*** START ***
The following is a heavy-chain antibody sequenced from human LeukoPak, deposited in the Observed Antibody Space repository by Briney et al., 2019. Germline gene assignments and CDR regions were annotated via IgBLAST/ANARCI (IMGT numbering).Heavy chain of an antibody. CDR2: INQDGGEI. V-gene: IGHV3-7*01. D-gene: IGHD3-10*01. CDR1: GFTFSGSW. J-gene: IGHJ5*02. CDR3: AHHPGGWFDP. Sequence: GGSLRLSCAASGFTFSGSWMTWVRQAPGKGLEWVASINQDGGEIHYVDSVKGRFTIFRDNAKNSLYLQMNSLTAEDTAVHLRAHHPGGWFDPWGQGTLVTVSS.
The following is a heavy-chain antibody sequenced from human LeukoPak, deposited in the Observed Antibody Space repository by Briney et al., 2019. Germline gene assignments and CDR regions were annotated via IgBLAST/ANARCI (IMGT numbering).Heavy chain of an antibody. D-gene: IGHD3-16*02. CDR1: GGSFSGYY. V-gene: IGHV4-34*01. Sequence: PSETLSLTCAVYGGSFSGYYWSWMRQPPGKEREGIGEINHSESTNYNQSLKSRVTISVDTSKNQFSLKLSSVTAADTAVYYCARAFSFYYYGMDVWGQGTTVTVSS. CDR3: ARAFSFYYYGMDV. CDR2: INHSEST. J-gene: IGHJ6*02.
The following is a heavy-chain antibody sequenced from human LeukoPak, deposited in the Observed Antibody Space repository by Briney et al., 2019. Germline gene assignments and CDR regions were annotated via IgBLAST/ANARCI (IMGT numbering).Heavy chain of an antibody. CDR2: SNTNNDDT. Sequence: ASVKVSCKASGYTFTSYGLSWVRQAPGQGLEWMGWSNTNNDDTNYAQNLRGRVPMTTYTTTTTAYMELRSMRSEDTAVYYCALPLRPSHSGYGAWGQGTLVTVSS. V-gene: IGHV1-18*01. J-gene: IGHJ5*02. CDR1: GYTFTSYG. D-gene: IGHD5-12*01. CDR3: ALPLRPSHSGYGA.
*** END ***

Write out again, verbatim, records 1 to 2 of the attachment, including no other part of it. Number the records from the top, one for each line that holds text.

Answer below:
The following is a heavy-chain antibody sequenced from human LeukoPak, deposited in the Observed Antibody Space repository by Briney et al., 2019. Germline gene assignments and CDR regions were annotated via IgBLAST/ANARCI (IMGT numbering).Heavy chain of an antibody. CDR2: INQDGGEI. V-gene: IGHV3-7*01. D-gene: IGHD3-10*01. CDR1: GFTFSGSW. J-gene: IGHJ5*02. CDR3: AHHPGGWFDP. Sequence: GGSLRLSCAASGFTFSGSWMTWVRQAPGKGLEWVASINQDGGEIHYVDSVKGRFTIFRDNAKNSLYLQMNSLTAEDTAVHLRAHHPGGWFDPWGQGTLVTVSS.
The following is a heavy-chain antibody sequenced from human LeukoPak, deposited in the Observed Antibody Space repository by Briney et al., 2019. Germline gene assignments and CDR regions were annotated via IgBLAST/ANARCI (IMGT numbering).Heavy chain of an antibody. D-gene: IGHD3-16*02. CDR1: GGSFSGYY. V-gene: IGHV4-34*01. Sequence: PSETLSLTCAVYGGSFSGYYWSWMRQPPGKEREGIGEINHSESTNYNQSLKSRVTISVDTSKNQFSLKLSSVTAADTAVYYCARAFSFYYYGMDVWGQGTTVTVSS. CDR3: ARAFSFYYYGMDV. CDR2: INHSEST. J-gene: IGHJ6*02.